The STi is available only as a hatchback, and it's the raciest looking WRX of all, particularly with the optional forged, thin-spoke BBS wheels. The STi was first created as a homologation car, or a required street-legal copy of Subaru's winning World Rally Championship competitors. Its fenders bulge more prominently than those on the other WRX models to stretch over its extra-wide tires, and all its various vents and air deflectors are functional. Yet like the other 2008 WRXs, the STi is more subtle than before. Its working air scoop flows more smoothly into the hood, and the integrated spoiler above its rear glass is far less obvious than the honking, two-stage rear wing of yore.

The STi unitbody also has some significant enhancements compared to other WRX models, starting with extra high-strength steel at suspension mounting points and key structural joints. Yet the structure within all Impreza models has been thoroughly re-engineered for the first time in more than a decade. Subaru claims that, while the 2008 body shells are larger, stronger and less prone to flexing than their predecessors, they are also lighter.

The new Impreza applies the latest evolution of what Subaru calls its Ring Frame Reinforced body design. Think of RFR as a safety cell in roughly a cube shape around the passenger compartment, made of hydroformed sections and steel pieces stamped from tailored blanks. The idea is more strength and rigidity without an undue increase in weight, and it may help explain the Impreza's excellent ratings in NHTSA crash tests. The first objective of RFR is better occupant protection, but the structural improvements pay dividends in many respects, from more responsive handling to improved smoothness in just about every aspect of the car's operation. Interior
Inside, the redesigned 2008 WRX is a bit roomier and a lot nicer than the previous-generation model. Since its introduction in the late 1990s, the WRX has been more about the go than the accommodations, but this new one puts things on more equal terms. Features, too, are more upscale. Niceties such as a sophisticated anti-theft system, cabin air filtration and an outside temperature gauge come standard, while a navigation system is optional.

The front bucket seats in the standard WRX are upholstered with a soft, woven fabric, double stitched in the fashion of a luxury car. At least as important, these seats provide a good compromise between support and comfort. There's enough side bolstering top and bottom to keep occupants snug during fairly aggressive driving, but there's also plenty of give in the cushions. The leather/Alcantara seats in the STi are more like aftermarket performance seats, which means harder and more heavily bolstered. They're even better for hard driving, but the snugger fit leaves less squirm room during longer, more relaxed travel, and they demand more energy to climb in and out of.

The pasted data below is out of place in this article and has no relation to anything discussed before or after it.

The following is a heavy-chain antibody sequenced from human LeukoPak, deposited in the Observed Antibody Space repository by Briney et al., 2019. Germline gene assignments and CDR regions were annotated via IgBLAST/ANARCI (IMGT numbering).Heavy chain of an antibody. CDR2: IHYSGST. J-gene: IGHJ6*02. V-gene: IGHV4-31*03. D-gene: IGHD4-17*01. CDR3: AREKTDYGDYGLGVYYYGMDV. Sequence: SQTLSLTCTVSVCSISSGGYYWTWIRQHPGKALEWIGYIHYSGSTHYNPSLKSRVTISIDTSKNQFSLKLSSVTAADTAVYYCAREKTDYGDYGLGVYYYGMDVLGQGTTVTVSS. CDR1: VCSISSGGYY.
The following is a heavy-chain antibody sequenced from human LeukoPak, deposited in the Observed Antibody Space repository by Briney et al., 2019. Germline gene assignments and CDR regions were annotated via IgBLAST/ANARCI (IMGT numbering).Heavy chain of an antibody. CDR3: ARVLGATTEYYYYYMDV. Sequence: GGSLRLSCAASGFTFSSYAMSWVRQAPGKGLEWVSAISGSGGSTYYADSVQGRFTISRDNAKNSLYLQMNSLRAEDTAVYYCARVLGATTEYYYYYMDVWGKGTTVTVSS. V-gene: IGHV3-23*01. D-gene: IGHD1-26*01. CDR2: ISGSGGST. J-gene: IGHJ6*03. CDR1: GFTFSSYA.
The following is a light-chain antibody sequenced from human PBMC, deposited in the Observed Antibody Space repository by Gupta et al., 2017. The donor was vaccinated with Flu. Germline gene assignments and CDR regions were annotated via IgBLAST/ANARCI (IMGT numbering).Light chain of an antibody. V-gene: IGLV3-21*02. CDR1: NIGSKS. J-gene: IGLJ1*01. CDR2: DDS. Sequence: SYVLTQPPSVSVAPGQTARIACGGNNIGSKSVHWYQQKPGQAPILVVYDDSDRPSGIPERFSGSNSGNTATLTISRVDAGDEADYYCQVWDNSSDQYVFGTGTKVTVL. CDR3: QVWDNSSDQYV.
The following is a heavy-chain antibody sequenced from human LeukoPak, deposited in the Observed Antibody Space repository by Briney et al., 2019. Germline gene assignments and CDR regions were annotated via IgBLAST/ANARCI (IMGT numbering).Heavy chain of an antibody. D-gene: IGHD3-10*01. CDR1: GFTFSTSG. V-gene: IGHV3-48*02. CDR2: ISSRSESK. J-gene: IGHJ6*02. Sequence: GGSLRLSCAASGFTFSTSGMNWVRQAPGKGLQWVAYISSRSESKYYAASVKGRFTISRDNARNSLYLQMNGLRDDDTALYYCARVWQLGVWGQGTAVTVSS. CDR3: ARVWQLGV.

Seat adjustments are fairly simple, but also effective, allowing people of various sizes to get properly situated. Overall, the WRX driving position is excellent. Most drivers will be able to reach all controls, including those for adjusting side mirrors, without lifting head or shoulders from the seatback. One minor gripe regarding the armrests: They're positioned such that each elbow rests at a slightly different height.

Overall the cabin is more subdued than before, with no embroidered logos to remind occupants what they're sitting in. The gauges are less garish, too, but easy to read and backlit with orange light. The trim is a metal-ized silver plastic. You can find more attractively grained plastics and maybe richer looking trim materials in this price range, but nothing in the WRX looks cheap enough to kill the deal. That's at least partly because the dashboard layout is so straightforward and effective.

Subaru calls the dash a twin cockpit design. Translation: The size and shape are roughly symmetrical on both the driver and passenger sides, with a big, outreaching center stack in the middle. All the gauges are clustered in a single binnacle directly in front of the driver. The four dash vents are fully adjustable and large enough to move plenty of air.

An LCD information display sits under its own hood at the top of the center stack, with temperature indicator, time and other information. At the bottom sit three big climate-control knobs: one each for temperature, airflow direction and fan speed, easy to grab with barely a peripheral glance, operating with a nice tactile sensation that conveys the amount of adjustment. In between is the standard audio head or the optional nav screen. Both are good sized and easy to manipulate. While the audio knobs aren't as big as those for the air conditioning, most adjustments are replicated with buttons on the steering wheel spokes.

Interior storage is average and easily accessible. The glove box is deep, holding more stuff than most, and there's a lined bin in front of the gearshift for phones, openers or glasses. A pair of cupholders sits in the center console, just right of the handbrake and hidden with a sliding cover in the STi. Another cupholder in each door pocket is large enough for a 24-ounce bottle. The box in the center console has jacks for MP3 players and a power point. Models with the navigation system also feature a video jack. This allows video games or DVD players to project on the nav screen, but only when the car is parked.